I believe this generation is ready for a change.
Forty years ago when I was among a busload of African American children trying to enter a predominantly white elementary school, the residents of northeastern Philadelphia weren’t ready for change. Parents greeted me and the other children on the two yellow school buses with picket signs and protests.
In the late 1970s, I hired at a small community Savings and Loan in State College–presumably because I was the best applicant for the position. The first African American person ever hired there, I was fired from my front desk position within a year. No reason or warning was given. I was told,” we love you, but it’s just not working out.” The now-dissolved company still wasn’t ready for a change.
Fast forward to the year 2000. Hired for a temporary faculty position at a state university in Pennsylvania, I was quickly identified as the quota hire. I was told by a colleague that I was certain to get hired full-time position because the University was looking for people like me. Such comments put voice to a rural group who recently met to find ways to keep an African American faculty member from buying a home in Woolrich, Pa.
While not everything is a matter of race, these incidents suggests that race has played a key role in how my generation continues to see the World. There have been many people who have embraced me without regard to my skin color, but there have been just as many who were a lot less welcoming.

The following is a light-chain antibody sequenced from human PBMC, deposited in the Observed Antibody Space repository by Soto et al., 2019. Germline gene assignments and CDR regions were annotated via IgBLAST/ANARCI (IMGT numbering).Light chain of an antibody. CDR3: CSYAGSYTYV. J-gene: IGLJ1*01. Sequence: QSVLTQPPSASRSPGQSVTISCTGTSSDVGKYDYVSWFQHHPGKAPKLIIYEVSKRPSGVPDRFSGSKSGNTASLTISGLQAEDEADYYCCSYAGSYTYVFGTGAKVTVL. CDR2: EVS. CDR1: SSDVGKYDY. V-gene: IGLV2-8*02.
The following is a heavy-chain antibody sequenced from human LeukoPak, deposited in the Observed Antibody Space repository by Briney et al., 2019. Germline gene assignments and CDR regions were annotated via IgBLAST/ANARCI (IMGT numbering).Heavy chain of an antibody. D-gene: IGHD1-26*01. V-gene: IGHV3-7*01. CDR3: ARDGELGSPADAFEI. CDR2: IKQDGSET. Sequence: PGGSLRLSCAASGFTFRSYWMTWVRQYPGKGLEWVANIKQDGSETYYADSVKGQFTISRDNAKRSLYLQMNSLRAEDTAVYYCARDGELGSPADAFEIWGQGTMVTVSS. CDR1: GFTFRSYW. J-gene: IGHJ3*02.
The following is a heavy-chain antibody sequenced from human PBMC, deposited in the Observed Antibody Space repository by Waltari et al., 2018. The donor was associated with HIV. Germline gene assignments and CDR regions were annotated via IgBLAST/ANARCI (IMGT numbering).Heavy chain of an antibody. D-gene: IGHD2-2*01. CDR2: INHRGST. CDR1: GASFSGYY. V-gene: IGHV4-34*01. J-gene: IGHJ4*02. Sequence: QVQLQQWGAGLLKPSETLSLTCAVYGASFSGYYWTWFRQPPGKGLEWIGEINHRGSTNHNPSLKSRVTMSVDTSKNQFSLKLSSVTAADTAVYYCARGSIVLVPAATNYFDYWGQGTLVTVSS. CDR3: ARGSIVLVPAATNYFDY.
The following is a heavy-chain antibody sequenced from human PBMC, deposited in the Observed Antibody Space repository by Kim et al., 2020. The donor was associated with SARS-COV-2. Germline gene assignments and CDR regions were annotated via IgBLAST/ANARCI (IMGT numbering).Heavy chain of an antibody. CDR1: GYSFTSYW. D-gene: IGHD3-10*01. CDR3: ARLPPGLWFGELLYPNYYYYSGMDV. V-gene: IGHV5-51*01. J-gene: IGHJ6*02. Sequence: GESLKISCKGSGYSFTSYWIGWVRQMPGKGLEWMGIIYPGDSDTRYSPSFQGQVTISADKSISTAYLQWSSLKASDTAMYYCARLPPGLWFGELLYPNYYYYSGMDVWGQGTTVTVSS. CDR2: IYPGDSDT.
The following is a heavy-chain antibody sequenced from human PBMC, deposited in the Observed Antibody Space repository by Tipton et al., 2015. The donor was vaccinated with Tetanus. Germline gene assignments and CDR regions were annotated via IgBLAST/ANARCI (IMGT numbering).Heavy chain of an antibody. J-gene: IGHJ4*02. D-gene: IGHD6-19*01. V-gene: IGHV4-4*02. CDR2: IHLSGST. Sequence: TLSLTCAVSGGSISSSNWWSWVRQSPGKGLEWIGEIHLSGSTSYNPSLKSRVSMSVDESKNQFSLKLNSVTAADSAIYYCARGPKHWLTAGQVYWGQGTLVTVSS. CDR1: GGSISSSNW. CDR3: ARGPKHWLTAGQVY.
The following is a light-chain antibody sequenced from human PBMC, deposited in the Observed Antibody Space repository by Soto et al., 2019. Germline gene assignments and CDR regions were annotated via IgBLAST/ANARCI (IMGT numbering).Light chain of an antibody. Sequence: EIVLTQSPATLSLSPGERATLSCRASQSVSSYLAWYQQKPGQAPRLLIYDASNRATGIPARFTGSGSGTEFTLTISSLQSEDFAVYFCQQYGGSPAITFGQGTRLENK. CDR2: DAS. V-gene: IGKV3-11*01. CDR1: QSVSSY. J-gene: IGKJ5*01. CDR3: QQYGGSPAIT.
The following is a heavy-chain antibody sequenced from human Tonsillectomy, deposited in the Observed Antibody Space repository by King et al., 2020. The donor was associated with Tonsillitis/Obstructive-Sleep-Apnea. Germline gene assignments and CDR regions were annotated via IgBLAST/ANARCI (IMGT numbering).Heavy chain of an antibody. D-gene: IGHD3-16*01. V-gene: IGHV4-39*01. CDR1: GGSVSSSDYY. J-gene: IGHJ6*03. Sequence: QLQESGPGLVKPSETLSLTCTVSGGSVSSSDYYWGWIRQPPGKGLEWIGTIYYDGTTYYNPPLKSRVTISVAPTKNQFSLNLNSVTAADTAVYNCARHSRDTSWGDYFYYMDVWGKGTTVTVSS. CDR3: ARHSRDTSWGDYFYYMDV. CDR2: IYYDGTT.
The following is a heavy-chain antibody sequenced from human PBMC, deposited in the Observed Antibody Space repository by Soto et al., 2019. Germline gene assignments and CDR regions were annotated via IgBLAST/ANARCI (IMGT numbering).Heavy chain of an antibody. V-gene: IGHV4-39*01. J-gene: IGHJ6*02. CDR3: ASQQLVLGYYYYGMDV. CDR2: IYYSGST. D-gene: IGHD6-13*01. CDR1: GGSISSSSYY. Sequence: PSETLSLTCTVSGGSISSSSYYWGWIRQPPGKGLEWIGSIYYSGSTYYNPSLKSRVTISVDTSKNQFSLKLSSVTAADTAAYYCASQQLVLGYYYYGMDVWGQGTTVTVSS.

As a classroom instructor, I believe I learn as much as I teach. I believe that Millenials are a different generation. Twenty-somethings see differences through a clearer looking glass. Most seem to think, talk and relate to difference in a manner that is refreshing. Often, without hesitation, they seem to embrace what my generation wouldn’t even consider. They make friends and accept one another regardless of racial, gender, or sexual preferences. If anybody is going to usher an African American president into the White House, it will be they.
I believe 20-somethings are ready for change. I believe that the Millenials will look racism in its ugly face and truly despise it for the monster it is.